Art has long been used as a coping mechanism – an organic way of expressing the joys and sorrows we have regarding our world. It seems the worse our global situation becomes, the need for more poignant and pensive art increases.
“Finish Line,” a new documentary play by Northeastern alumnus Joey Frangieh and playwright Lisa Rafferty, gives a voice to those affected by the 2013 Boston Marathon Bombing using the sharpest tool possible: Their own words.
“With media that is so filled with negativity and all the terrorist attacks and shootings, I wanted to create a piece that wasn’t about fear but about the good in the world and the people who do exceptional things,” Frangieh, who graduated as a theatre major in 2012, said. “The point of art is to reflect society and I thought we needed more stories about the good people.”
The one-act work is devised as a series of vignettes exclusively employing survivors’ own words, which are taken from 88 interviews conducted by the playwrights. It consists of experiential monologues, constructed conversations about the chaos of crises and musings on terrorism’s impact on the country. The docudrama premiered earlier this year through Frangieh’s own Boston Theater Company before it was brought to Northeastern for a one-week developmental workshop directed by theatre department chair Scott Edmiston.
“I think it’s really important for the theatre department to cultivate new work as well as to help shape a new generation of theatre artists,” Edmiston said. “This is a play that really responds to an event practically in our neighborhood and also the challenges we’re facing, with acts of terrorism erupting constantly around us. There’s the question of, ‘What is the responsibility we as theatre artists owe to our world?’”
The week-long process, during which Frangieh handed the reins to his work for the first time since its creation, culminated in two performances in Ryder Hall’s new Theatre Lab: An evening show on Sept. 24 and a matinee the following Sunday.
“This was the first time when I wasn’t really needed at every step of the process. I kind of hated it, but I also loved it,” Frangieh said. “Scott is brilliant and had a lot of new ideas and changes, so I told him to go for it. It might be my baby, but I knew Scott would take care of it.”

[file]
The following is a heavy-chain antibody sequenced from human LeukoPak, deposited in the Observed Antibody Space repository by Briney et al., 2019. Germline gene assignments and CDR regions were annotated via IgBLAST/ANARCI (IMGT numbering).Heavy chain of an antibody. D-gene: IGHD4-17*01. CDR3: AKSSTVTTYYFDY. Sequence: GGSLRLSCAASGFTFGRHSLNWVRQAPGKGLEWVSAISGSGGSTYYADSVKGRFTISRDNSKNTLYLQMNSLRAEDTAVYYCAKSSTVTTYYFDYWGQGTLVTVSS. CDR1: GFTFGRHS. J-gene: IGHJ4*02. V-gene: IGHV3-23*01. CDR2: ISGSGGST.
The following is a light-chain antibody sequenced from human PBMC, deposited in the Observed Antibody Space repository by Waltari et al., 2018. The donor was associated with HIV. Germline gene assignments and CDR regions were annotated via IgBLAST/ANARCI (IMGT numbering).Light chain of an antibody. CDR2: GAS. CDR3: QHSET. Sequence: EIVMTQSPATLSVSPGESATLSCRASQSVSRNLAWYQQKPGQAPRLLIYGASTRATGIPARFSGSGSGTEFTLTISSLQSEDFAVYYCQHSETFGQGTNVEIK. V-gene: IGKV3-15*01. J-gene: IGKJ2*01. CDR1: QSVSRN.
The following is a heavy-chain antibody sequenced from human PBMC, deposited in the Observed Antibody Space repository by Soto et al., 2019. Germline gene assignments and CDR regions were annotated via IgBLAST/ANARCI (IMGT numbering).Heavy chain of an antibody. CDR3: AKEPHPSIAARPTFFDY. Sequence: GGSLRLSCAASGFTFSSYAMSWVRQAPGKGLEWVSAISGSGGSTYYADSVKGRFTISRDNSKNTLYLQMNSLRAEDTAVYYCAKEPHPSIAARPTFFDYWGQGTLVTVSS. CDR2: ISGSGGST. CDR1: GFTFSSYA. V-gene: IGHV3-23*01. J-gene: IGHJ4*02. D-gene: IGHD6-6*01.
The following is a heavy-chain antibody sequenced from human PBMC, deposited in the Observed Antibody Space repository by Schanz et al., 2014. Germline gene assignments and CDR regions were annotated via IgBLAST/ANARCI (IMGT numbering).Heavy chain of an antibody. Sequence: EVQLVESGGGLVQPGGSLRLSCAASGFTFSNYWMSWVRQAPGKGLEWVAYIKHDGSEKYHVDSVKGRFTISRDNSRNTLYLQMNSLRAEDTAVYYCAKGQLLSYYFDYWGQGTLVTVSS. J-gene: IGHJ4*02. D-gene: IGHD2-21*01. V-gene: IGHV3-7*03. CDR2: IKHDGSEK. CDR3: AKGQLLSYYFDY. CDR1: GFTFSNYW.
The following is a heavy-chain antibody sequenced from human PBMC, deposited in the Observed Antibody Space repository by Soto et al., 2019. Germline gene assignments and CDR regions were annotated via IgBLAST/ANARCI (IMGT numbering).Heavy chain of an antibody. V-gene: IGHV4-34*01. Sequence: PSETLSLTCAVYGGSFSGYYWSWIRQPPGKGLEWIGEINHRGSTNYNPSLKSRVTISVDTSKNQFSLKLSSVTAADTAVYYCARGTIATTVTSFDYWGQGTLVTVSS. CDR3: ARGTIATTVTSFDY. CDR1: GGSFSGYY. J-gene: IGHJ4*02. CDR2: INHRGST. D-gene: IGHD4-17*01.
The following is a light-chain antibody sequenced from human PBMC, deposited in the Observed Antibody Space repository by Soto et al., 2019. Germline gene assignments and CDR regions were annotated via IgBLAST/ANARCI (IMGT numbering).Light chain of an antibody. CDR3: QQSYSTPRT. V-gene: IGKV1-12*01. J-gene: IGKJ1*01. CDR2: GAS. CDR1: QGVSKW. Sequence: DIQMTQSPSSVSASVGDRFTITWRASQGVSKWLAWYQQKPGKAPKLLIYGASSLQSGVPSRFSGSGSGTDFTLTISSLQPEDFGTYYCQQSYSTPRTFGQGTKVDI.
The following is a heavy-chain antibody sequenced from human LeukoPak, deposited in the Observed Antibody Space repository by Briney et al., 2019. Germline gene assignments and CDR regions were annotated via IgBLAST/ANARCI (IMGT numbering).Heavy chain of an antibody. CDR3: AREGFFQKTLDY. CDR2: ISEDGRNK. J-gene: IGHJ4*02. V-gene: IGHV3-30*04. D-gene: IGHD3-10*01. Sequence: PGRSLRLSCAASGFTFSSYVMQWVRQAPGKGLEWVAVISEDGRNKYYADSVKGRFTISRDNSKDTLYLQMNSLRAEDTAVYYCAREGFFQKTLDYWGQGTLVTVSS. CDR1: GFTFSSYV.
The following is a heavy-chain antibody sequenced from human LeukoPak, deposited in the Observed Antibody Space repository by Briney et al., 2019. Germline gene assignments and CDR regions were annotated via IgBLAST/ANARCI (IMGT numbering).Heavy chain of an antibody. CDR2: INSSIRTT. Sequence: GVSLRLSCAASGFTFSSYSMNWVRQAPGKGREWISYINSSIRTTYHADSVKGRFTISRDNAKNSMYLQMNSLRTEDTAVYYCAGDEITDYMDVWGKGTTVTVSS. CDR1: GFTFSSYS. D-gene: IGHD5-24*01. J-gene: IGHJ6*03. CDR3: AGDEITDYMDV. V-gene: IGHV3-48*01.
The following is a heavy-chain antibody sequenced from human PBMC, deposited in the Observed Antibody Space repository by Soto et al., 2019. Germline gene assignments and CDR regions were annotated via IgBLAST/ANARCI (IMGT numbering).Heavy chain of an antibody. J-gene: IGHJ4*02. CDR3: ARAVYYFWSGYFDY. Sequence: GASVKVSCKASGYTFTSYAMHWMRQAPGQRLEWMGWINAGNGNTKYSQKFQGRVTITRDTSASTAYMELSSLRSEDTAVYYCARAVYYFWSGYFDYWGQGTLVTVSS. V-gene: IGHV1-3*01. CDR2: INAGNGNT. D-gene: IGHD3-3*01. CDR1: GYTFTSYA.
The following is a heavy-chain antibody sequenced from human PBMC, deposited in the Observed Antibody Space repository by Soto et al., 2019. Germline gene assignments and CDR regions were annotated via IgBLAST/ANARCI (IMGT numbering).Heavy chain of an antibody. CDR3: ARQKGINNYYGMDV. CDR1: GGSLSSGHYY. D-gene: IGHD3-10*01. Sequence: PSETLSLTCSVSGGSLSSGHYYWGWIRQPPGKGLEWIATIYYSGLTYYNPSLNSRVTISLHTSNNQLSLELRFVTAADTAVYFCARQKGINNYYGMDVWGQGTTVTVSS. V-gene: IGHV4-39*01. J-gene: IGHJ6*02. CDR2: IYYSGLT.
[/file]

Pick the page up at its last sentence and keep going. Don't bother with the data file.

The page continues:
Edmiston, who Frangieh referred to as a “Boston theatre legend,” enlisted 17 students for the hefty task of playing characters that are not only alive and well, but – in many cases – still coming to terms with the events.
“I thought what was most important was finding my own way of presenting [my characters] in a believable way,” Monica Cole, a senior theatre major who played Ron Walls and Rekha Drew, said. “It was really interesting to tell these people’s stories because, who knows, they could’ve been sitting right there watching us.”
For many involved, the play provided a way of coming to terms with their own experiences, while for others, it provided new insights into the true nature of the event.
“There are all sorts of stories I would have never have guessed happened,” Edmiston said. “There’s a story about a doctor who heard that Tufts Medical Center had been blown up. Who would’ve known that? These are the kind of things you can’t make up and are actually more interesting than any fiction you could create.”
These interrelated stories create a moving portrait of the everyday heroes affected by a day often remembered for the wrongdoers. A quote by poet William Morris used by Edmiston to preface Sunday’s performance encapsulates both the spirit of production as well as the cathartic motivations behind dramatizing such a tragic episode in our world’s history:
“History has remembered the kings and warriors, because they destroyed,” Morris wrote. “Art has remembered the people, because they created.”
“Finish Line” will open in a new production at Boston’s Shubert Theatre on March 14, 2017.
Photo courtesy Northeastern University Department of Theatre